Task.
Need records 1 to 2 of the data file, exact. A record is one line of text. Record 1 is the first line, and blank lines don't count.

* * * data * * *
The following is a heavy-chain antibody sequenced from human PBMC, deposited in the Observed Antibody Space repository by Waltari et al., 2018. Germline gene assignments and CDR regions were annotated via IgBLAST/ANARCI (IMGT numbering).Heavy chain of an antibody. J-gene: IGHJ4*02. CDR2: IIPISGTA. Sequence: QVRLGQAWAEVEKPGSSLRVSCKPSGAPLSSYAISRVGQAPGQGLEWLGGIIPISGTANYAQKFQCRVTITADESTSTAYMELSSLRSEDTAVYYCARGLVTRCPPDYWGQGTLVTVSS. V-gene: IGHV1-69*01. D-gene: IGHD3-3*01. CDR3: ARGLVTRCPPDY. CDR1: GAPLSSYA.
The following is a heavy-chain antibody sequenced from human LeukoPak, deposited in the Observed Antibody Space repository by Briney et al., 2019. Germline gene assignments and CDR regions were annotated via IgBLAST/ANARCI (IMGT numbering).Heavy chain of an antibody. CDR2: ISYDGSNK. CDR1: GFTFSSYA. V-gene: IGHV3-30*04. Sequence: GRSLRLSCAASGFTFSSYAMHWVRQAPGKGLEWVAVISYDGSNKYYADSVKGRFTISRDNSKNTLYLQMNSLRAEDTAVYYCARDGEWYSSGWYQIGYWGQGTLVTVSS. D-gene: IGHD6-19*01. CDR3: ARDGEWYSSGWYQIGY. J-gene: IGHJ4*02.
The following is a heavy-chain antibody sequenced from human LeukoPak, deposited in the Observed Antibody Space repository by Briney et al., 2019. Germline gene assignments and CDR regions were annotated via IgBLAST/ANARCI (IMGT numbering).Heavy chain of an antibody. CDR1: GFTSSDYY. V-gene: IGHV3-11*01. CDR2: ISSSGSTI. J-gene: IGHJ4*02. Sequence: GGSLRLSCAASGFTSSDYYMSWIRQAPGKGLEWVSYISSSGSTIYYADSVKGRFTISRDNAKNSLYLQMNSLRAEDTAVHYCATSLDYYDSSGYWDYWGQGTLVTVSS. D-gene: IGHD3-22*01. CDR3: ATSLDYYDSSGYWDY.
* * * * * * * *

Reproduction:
The following is a heavy-chain antibody sequenced from human PBMC, deposited in the Observed Antibody Space repository by Waltari et al., 2018. Germline gene assignments and CDR regions were annotated via IgBLAST/ANARCI (IMGT numbering).Heavy chain of an antibody. J-gene: IGHJ4*02. CDR2: IIPISGTA. Sequence: QVRLGQAWAEVEKPGSSLRVSCKPSGAPLSSYAISRVGQAPGQGLEWLGGIIPISGTANYAQKFQCRVTITADESTSTAYMELSSLRSEDTAVYYCARGLVTRCPPDYWGQGTLVTVSS. V-gene: IGHV1-69*01. D-gene: IGHD3-3*01. CDR3: ARGLVTRCPPDY. CDR1: GAPLSSYA.
The following is a heavy-chain antibody sequenced from human LeukoPak, deposited in the Observed Antibody Space repository by Briney et al., 2019. Germline gene assignments and CDR regions were annotated via IgBLAST/ANARCI (IMGT numbering).Heavy chain of an antibody. CDR2: ISYDGSNK. CDR1: GFTFSSYA. V-gene: IGHV3-30*04. Sequence: GRSLRLSCAASGFTFSSYAMHWVRQAPGKGLEWVAVISYDGSNKYYADSVKGRFTISRDNSKNTLYLQMNSLRAEDTAVYYCARDGEWYSSGWYQIGYWGQGTLVTVSS. D-gene: IGHD6-19*01. CDR3: ARDGEWYSSGWYQIGY. J-gene: IGHJ4*02.